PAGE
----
That her gaze is always focused on the future becomes clear when you take a closer look at the Maison Forton website. There are few companies that are so transparent about their production process. The Ghent woman resolutely opts for an ecological product. That obviously makes doing business a lot more difficult. But if her carpets were not made sustainably, it wouldn’t be necessary for her at all.
“If I wanted to produce in India, I could choose from thousands of cheap suppliers and it was possible to offer many more colors,” she says. “I am also constantly contacted from India, but that is absolutely not an option. Not knowing where the wastewater is discharged – in nature for example – I find it difficult,” she says.
The health of our planet and our economy are therefore priorities for Forton. That is why she uses yarn that is composed of old fishing nets, old carpets and pre-consumer waste. An Italian family business that produces in Slovenia makes the yarn and also bleaches it. After that, a company from Limburg will start making the carpets. The finishing is done by hand in the Netherlands.
The result is an 80 percent recycled product that traveled more than ten times less distance than if it were made in India. Moreover, the sustainable entrepreneur can rest assured that everyone in the chain receives a decent wage, and she only produces to order so that there is certainly no overstock.
The entire production process therefore takes place in Europe and that is no coincidence. Forton regrets that Belgium, with its rich textile past, has outsourced everything, that the know-how that once lay with us is now outsourced abroad because profit is put above sustainability and quality.
“As Europeans, we have a responsibility to take on this,” she says. “We all want to maintain our standard of living, but we are increasingly pushing our production to countries that allow things that are not allowed here. This creates enormous dependence on those countries, but above all also has a major impact on our planet. This climate crisis is actually a crisis of responsibility. The citizen looks at the government, and the government at the citizen. But we can all have an impact, everyone bears the responsibility to make different choices.”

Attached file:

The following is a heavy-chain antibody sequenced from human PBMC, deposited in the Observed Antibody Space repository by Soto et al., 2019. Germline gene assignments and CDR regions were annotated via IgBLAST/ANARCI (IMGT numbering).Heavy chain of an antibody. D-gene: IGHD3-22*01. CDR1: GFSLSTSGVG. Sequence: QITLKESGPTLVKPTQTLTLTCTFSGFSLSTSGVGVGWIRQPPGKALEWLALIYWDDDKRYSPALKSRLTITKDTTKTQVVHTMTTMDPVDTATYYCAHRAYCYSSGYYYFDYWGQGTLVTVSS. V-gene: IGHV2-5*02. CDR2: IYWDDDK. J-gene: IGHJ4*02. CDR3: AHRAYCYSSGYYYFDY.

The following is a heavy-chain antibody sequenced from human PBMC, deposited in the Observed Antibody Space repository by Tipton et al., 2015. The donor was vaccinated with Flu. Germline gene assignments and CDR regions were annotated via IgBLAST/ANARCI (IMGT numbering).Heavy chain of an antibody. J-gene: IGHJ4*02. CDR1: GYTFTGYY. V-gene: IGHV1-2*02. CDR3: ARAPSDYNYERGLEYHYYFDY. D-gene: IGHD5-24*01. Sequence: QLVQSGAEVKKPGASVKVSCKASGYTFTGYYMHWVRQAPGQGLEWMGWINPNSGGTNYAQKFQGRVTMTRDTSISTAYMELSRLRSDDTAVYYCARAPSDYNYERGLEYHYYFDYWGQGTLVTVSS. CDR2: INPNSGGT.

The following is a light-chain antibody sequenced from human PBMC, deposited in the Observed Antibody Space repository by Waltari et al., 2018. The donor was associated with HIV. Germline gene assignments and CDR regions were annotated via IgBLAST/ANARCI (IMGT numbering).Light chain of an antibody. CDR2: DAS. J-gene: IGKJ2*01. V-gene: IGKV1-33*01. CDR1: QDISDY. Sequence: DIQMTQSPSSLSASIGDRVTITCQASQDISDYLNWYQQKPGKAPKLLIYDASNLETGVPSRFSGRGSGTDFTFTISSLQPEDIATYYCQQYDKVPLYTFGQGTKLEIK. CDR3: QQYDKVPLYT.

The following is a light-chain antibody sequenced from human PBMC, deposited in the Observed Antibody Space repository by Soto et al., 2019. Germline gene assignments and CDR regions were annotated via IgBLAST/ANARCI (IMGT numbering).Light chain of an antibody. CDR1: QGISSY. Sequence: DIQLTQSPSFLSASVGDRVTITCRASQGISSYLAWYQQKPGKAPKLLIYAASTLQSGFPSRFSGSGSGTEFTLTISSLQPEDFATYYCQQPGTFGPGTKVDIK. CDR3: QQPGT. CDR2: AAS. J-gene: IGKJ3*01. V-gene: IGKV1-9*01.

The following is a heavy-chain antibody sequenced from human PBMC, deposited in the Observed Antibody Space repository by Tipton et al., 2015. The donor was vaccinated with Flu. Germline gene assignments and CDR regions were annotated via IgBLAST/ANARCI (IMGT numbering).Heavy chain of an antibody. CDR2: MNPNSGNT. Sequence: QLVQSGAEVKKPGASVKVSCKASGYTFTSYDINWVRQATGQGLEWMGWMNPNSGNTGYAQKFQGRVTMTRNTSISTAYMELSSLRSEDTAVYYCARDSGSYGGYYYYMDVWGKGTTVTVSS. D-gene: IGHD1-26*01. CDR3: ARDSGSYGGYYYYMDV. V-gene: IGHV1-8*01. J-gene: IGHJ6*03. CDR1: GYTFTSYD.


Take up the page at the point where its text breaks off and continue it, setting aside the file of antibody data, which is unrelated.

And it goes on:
As Europeans we have a responsibility. We all want to maintain our standard of living, but we are increasingly pushing our production to countries that allow things that are not allowed here
And who certainly bears that responsibility, according to Forton, are entrepreneurs. They can have much more impact, it sounds. “I am often disappointed in companies that do not take their responsibility in terms of sustainability. They purely opt for profit, but think ahead, our planet and employees are also important, right? I find it reassuring that as an entrepreneur I can have a positive impact on the climate crisis. This is how I take care of the future of my children.”
Her strong focus on the future also translates into an entrepreneurial one. The carpets of the Ghent entrepreneur have only been on sale since August and she is already looking abroad. Soon she also hopes to find suitable stores in France and the Netherlands that will promote her Maison Forton brand.
When I think small, Maison Forton stays small. So I have to encourage myself from time to time to dare to think big
But her biggest plans don’t stop there. Within two years, Forton hopes to be able to give carpets not only a second, but also a third life by being 100 percent circular. She is still conducting that research, but she is already certain that it is possible.
Her biggest challenge right now? Always dare to think big. “When I think small, Maison Forton stays small. So I have to encourage myself from time to time to dare to think big,” says Forton. “And if I can really dream out loud, I see Maison Forton as a European interior brand. Of course still with a focus on sustainability and local production. Now I’m starting with what I know – carpets – but so much more is possible! Time will tell.”